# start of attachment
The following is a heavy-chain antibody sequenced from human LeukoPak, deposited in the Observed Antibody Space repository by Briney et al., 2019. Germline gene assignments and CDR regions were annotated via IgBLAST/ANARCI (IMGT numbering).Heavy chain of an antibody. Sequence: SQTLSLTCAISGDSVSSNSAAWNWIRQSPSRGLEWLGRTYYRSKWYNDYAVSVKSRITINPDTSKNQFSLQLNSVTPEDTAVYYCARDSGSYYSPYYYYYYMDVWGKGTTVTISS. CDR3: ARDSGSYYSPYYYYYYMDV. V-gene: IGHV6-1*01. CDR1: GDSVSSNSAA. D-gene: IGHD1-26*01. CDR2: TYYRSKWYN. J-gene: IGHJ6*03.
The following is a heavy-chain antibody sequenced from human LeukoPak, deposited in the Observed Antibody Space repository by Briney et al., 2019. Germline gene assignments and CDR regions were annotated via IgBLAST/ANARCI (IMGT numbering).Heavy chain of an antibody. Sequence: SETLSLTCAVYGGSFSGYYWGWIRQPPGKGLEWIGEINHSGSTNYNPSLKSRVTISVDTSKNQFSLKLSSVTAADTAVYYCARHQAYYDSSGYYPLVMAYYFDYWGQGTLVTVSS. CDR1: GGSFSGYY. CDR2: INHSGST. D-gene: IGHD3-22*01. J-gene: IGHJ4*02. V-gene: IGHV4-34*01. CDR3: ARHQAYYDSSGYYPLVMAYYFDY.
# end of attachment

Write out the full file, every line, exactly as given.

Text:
The following is a heavy-chain antibody sequenced from human LeukoPak, deposited in the Observed Antibody Space repository by Briney et al., 2019. Germline gene assignments and CDR regions were annotated via IgBLAST/ANARCI (IMGT numbering).Heavy chain of an antibody. Sequence: SQTLSLTCAISGDSVSSNSAAWNWIRQSPSRGLEWLGRTYYRSKWYNDYAVSVKSRITINPDTSKNQFSLQLNSVTPEDTAVYYCARDSGSYYSPYYYYYYMDVWGKGTTVTISS. CDR3: ARDSGSYYSPYYYYYYMDV. V-gene: IGHV6-1*01. CDR1: GDSVSSNSAA. D-gene: IGHD1-26*01. CDR2: TYYRSKWYN. J-gene: IGHJ6*03.
The following is a heavy-chain antibody sequenced from human LeukoPak, deposited in the Observed Antibody Space repository by Briney et al., 2019. Germline gene assignments and CDR regions were annotated via IgBLAST/ANARCI (IMGT numbering).Heavy chain of an antibody. Sequence: SETLSLTCAVYGGSFSGYYWGWIRQPPGKGLEWIGEINHSGSTNYNPSLKSRVTISVDTSKNQFSLKLSSVTAADTAVYYCARHQAYYDSSGYYPLVMAYYFDYWGQGTLVTVSS. CDR1: GGSFSGYY. CDR2: INHSGST. D-gene: IGHD3-22*01. J-gene: IGHJ4*02. V-gene: IGHV4-34*01. CDR3: ARHQAYYDSSGYYPLVMAYYFDY.